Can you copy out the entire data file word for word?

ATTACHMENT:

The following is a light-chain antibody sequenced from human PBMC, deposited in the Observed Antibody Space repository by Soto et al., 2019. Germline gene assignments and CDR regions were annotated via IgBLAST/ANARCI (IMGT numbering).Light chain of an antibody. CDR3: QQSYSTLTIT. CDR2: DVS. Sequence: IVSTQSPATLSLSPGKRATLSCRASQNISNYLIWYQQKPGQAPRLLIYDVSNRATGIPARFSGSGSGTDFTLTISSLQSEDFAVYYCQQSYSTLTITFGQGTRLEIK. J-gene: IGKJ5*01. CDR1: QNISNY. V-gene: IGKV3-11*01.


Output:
The following is a light-chain antibody sequenced from human PBMC, deposited in the Observed Antibody Space repository by Soto et al., 2019. Germline gene assignments and CDR regions were annotated via IgBLAST/ANARCI (IMGT numbering).Light chain of an antibody. CDR3: QQSYSTLTIT. CDR2: DVS. Sequence: IVSTQSPATLSLSPGKRATLSCRASQNISNYLIWYQQKPGQAPRLLIYDVSNRATGIPARFSGSGSGTDFTLTISSLQSEDFAVYYCQQSYSTLTITFGQGTRLEIK. J-gene: IGKJ5*01. CDR1: QNISNY. V-gene: IGKV3-11*01.